Equifax Breach – What to Do

In July 2017 credit reporting giant Equifax suffered a data breach of epic proportions. Data breaches happen every day but usually not on this scale, magnitude and impact. This breach is very big deal. The data involved in this breach was highly sensitive personally identifiable information such as:

  • Social Security numbers
  • Date of Birth
  • Address
  • License number

*Note* that your Social Security number, DOB, are the keys to your financial identity and are NOT easily changed. Recall that this information is the key to your identity and your financial well being. We use it to prove our identity when we get a loan, buy a car or a home. It can be used by criminals to open illegitimate bank accounts, purchase property, apply for insurance. In the hands of cybercriminals its a treasure trove of opportunities to commit cybercrime of all sorts. Criminal actors, nation-states and other malicious actors will have this data in perpetuity to abuse law abiding innocent citizens caught in the crossfire.

Worse yet, the scale of this breach was overwhelming. It effects a total of 143 MILLION Americans or 44 percent of the US population. Acknowledging the magnitude of this breach most Americans can assume that they were involved here or in the supernumerary other breaches in recent years. To this end we should all take efforts to protect ourselves.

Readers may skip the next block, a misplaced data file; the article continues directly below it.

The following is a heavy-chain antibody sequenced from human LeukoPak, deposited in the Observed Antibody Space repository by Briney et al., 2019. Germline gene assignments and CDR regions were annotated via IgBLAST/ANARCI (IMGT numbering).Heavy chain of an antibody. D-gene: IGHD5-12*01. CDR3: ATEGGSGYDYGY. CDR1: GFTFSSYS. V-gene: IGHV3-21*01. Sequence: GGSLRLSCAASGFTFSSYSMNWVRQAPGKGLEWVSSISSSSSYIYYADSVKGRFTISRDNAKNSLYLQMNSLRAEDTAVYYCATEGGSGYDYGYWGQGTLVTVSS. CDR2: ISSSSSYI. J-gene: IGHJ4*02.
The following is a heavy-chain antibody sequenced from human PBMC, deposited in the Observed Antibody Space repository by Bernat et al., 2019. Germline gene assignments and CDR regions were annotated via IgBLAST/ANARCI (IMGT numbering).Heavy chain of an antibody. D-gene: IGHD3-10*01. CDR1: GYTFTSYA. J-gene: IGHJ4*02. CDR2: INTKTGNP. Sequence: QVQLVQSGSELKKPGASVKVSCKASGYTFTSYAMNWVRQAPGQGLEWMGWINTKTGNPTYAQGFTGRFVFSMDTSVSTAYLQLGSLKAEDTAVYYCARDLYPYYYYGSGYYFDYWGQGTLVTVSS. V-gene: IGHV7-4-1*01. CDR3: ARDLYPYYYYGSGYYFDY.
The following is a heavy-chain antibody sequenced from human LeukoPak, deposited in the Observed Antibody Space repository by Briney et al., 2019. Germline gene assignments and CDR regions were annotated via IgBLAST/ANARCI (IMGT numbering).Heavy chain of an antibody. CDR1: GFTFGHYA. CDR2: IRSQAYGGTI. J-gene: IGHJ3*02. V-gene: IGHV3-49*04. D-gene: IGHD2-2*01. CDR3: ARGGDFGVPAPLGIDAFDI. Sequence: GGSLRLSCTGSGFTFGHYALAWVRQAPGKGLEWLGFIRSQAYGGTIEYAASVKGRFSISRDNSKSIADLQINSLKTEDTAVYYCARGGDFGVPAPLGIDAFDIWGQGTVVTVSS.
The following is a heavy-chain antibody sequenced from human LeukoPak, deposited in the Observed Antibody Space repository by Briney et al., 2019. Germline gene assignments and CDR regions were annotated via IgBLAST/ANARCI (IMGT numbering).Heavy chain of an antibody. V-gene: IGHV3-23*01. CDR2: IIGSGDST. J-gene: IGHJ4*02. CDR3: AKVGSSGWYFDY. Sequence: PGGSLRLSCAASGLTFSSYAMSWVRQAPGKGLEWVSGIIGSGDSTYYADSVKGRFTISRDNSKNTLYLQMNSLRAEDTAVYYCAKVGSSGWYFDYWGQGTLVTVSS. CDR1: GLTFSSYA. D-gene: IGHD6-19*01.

How to Protect Yourself

In light of the reality of dangerous nature of this data being in unknown hands it is best to take proactive precautions before any identity theft scenarios arise. Although Equifax does offer a site to lookup whether you were effected, but I’ve little faith in the organization. Additionally they are offering a paltry “free” credit monitoring for one year after which its $30/mth. I’d recommend neither option from Equifax. When considering the supernumerary breaches happening today I think it’s wiser to assume that our data is out there and take a proactive approach to defending its misuse. To that end I recommend the following:

Freeze Your Credit

A credit freeze (AKA security freeze) restricts access to your credit report which makes it more difficult for identity thieves to open new accounts in your name. This should be done in all 4 credit reporting agencies — Equifax, Experian, TransUnion, Innovis. At the end of the process of freezing your credit remember to save in a secure encrypted form the PIN you get to unfreeze your account in the future. Keep in mind it will not protect you from having fraudulent charges to your existing accounts, for this you should get credit monitoring. The FTC website offers more details on setting up a credit freeze.

Setup Credit Monitoring

Modern credit monitoring from companies like LifeLock & Identity Guard provide detailed monitoring of credit and identity. Although credit monitoring will not magically prevent fraud on existing accounts it does help to notify you early of abuse and help you recover.

Get Your Credit Report